Out of M83‘s mammoth new double album Hurry Up, We’re Dreaming there’s one particularly striking moment – a short narrative voiced by a child and about how touching this one particular frog can transport you to a new world, change your body and even change colour – from blue to red. Once everybody has come into contact with this frog, the girl says with wonder, we could be “the biggest group of friends the world has ever seen”. At first the story is jarring, and perhaps easily dismissed as throwaway or childlike, but actually ends up feeling like the key to unlocking the whole story behind M83′s new record.
The world – and it does feel like a planet of its own – of Hurry Up, We’re Dreaming is one that Anthony Gonzalez constructs not from the nostalgia of lo-fi, broken VHS or half-reflected memories that we are used to seeing lately but a deeper nostalgia of perfect, safe childhood stories and comic books. Just like those kind of narratives, the veneer of this record is pristine and every touch of gloss or larger than life facade feels slightly unreal – too big to fully grasp. In that respect it feels otherworldly like any other drug album, except the drug here (as on Saturdays = Youth) is childhood and youth itself. There’s something invincible at work here.
Take Zola Jesus on ‘Intro’ whose already big, gothic vibes are given an even bigger theatre to reverberate in. She sounds like a comic book version of herself – the dark, all-consuming elements of her voice are taken to an extreme. The song’s wide-eyed scene setting is also conversely one of the strongest moments on the record (and possibly stronger than anything on Zola Jesus’ own debut record Conatus). That may perhaps be a little unexpected for a song that is in name and execution an ‘Intro’ but despite that still manages to feel essential out of context too. The record never really comes down from that heady start as Gonzalez wrings euphoria and intensity out of every single sound. On songs like ‘Midnight City’ and ‘Steve McQueen’ his voice becomes part of that mechanism, distorted to the point where it seems that all Gonzalez really wants to do is burst out of whatever speaker or set of headphones you are listening on.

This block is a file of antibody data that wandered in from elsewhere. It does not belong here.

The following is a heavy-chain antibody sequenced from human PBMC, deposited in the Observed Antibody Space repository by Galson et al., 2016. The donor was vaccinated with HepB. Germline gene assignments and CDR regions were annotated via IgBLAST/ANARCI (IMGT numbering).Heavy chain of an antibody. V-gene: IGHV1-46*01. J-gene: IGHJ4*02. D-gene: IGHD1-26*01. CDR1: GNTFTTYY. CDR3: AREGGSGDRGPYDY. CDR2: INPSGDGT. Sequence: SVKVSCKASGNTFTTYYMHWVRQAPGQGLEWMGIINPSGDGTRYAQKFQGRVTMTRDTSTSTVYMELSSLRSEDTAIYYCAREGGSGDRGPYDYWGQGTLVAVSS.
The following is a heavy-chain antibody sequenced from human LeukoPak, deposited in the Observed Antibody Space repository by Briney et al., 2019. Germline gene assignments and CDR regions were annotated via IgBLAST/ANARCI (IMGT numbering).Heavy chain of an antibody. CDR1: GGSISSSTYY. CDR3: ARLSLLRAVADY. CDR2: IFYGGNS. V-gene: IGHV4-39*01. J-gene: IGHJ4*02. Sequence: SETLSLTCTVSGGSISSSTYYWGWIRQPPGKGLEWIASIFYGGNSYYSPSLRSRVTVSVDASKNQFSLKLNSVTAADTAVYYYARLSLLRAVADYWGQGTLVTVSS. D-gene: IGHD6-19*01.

The less out-and-out pop moments like ‘Wait’ with its acoustic guitar and gentle vocals still manage to belong to the same cartoon world – here the emotions are put under a magnifying glass as the song builds with strings and brass until an animal-like howl from Gonzalez pushes the song over the edge. Indeed, the whole record feels like it exists on the edge of something, each powerfully scored moment, or big release, seems set-up for somebody new to fall in love with, or reach a point where you may as well just put your hands up, and let yourself be taken in to Gonzalez’s world.
There’s a certain way of seeing things that belongs to the realm of childhood, or dreams – a funny kind of topsy-turvy, everything not-quite-as-it-seems world that in books you have to fall down a rabbit hole, or dive headlong into a train platform to find. It’s a difficult feeling to capture in music but M83 pitches Hurry Up, We’re Dreaming in just the right place between all-inclusive, flat out fun and something that feels like a more personal, emotional and ultimately nostalgic adventure.